7 Questions to Ask Yourself Before Applying for a Loan
Is debt a good or bad thing? Depends on how you manage it and what you use the money for, it can help you increase your net worth or become a source of stress and misery. That is why it’s important to evaluate your current financial situation and think of your future capabilities before taking out a loan.
Whether it’s to take out a home loan, purchase a gadget in credit card installments, or borrow a cash loan for home repairs, there are a few questions to ask when taking out a loan.
So before you contact your lender, here are 7 things to take note of:
1. What is the loan for?
Are you taking out a loan to help you achieve your business or money goals? Is it for a significant and expensive item for your home? Is it for a vanity purchase? Is it to help consolidate other debt? Identifying the reason can help you decide whether you need to take out a loan now or simply save up for your purchase later on.
Related: How to Apply for SSS Calamity Loan
2. Do I qualify for the loan?
You can save time and heartache by first looking into the factors that can affect your eligibility before you apply for a loan. For example, Pag-IBIG will first have to investigate the length, consistency, and total amount of your contributions, your capacity to pay, whether or not you have co-borrowers, and the loan-to-appraisal value ratio of the property you’re eyeing before they let you apply for a housing loan.
3. Does this loan need collateral?
In simple terms, secured loans require collateral before releasing the funds but typically come with lower interest rates. Unsecured loans don’t require collateral but typically come with much higher interest rates because of the risk factor.
Before you use your property or valuables as collateral for a loan, weigh in the risks vs benefits first. Remember, if you default (that means unable to pay back the loan) you will lose your asset.
If you truly need a loan but are not as confident with your ability to repay, there are plenty of legitimate institutions that may lend you funds for higher interest. However, if the need isn’t dire, you may want to hold off borrowing until you are more financially stable.
4. What are the fees and penalties that come with the loan?
While most people focus on the principal amount + interest rate, some loans may actually have other fees (closing fees, origination/upfront fees, etc) and penalties that you need to factor into your budget. All of these can be found in your contract so always read the fine print and ask plenty of questions before signing anything!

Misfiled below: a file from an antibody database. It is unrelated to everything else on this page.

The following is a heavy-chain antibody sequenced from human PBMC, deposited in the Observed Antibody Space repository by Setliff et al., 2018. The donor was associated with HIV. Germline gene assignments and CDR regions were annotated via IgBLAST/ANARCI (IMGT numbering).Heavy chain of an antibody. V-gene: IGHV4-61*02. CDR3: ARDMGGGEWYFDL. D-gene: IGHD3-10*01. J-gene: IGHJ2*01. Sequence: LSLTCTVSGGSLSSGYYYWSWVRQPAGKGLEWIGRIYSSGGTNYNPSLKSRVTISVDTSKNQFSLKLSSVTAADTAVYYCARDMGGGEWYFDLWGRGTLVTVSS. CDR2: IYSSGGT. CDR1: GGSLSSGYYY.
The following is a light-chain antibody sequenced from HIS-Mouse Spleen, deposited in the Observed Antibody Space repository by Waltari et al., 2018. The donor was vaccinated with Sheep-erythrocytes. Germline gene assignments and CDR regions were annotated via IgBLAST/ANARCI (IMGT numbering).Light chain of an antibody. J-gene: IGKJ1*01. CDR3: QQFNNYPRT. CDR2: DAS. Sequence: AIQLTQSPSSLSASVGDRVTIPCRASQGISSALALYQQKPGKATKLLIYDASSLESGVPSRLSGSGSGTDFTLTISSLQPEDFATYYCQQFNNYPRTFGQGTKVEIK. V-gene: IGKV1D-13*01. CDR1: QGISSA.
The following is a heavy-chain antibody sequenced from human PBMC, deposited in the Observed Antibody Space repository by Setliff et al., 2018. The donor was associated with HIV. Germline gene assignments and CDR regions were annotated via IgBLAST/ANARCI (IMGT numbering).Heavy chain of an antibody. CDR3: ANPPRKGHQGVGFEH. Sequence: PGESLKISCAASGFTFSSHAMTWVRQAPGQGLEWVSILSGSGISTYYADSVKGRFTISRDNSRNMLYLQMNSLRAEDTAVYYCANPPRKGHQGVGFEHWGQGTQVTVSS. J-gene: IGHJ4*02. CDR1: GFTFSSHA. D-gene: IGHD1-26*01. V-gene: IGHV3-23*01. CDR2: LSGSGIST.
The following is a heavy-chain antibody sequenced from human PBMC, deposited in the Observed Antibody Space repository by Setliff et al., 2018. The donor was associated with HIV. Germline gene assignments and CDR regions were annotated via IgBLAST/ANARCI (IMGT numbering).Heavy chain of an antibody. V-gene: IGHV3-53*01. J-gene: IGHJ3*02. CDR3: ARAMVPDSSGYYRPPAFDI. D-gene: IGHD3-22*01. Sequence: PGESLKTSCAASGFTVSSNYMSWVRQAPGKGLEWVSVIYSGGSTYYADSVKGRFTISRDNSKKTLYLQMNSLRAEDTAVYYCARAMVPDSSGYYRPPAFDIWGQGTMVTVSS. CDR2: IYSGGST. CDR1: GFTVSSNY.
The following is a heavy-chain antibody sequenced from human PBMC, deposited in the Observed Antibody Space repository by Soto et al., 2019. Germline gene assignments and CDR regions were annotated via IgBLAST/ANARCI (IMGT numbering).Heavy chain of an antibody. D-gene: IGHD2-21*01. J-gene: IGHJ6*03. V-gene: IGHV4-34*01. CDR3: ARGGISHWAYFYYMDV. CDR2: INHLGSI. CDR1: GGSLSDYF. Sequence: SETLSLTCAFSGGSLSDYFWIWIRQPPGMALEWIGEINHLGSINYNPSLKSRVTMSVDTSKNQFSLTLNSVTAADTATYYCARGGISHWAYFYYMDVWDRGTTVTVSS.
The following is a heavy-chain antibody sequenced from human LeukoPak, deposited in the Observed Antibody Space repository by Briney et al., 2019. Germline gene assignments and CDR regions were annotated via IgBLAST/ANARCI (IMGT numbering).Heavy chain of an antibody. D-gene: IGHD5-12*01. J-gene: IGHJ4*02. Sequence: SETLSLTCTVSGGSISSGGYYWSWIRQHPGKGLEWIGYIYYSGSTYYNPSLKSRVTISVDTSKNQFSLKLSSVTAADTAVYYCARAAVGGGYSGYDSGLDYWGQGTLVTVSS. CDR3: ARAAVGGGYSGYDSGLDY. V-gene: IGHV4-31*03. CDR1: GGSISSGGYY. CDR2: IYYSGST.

5. Can I afford to pay back the loan?
Speaking of budget, you must first see if your finances can accommodate paying back a loan with allowance for penalties. As a rule of thumb, only borrow what you can afford to repay without having to sacrifice essentials.
Let’s say you want to get a new phone on P1,500 monthly installments for 24 months (inclusive of interest). Apart from this amount, you must also factor in penalties into your budget in the event that you miss a payment. Home Credit, for example, has a compounding penalty structure on that goes like this if you miss payments:
- Penalty any time after your due date: + Php 200
- Penalty 30 days past due: + Php 400
- Penalty 60 days past due: + Php 600
- Penalty 90 days past due: + Php 800
Remember that these penalties go on top of your regular repayments so be sure to always pay on time! With your Coins app, you can skip the long lines and pay your Home Credit loans straight from your phone!
6. Is the lender asking anyone to co-sign with me?
When loaning for big-ticket items like homes and cars, some lenders may ask you to get your spouse or family member to co-sign as a guarantor or co-maker. When this happens, the person who co-signs now becomes an insurer of your debt or solvency, depending on what capacity they are signing for. Before you enter anyone into your loans, be sure of your ability to pay even beyond passing as these things can create tensions among loved ones. We say beyond passing because, in these contracts, your co-maker or guarantor will become responsible for repaying your debt and/or balance in the event of your passing.
7. Is the lender credible?
It may seem easier to borrow from a loan shark but on the side of the borrower the cons outway the pros. Loan sharks are considered illegal lenders in the Philippines. While they provide quick and easy access to funds, many people can end up bankrupt with astronomical interest rates, no-contract loans, and no formal records of repayment. Worse, some are threatened with harassment or violence upon missed payments.
Be sure to borrow only from legitimate lenders like banks and other financial institutions. This way, you know your interest rates will be fair and that they will operate within the parameters and justice of Philippine law.
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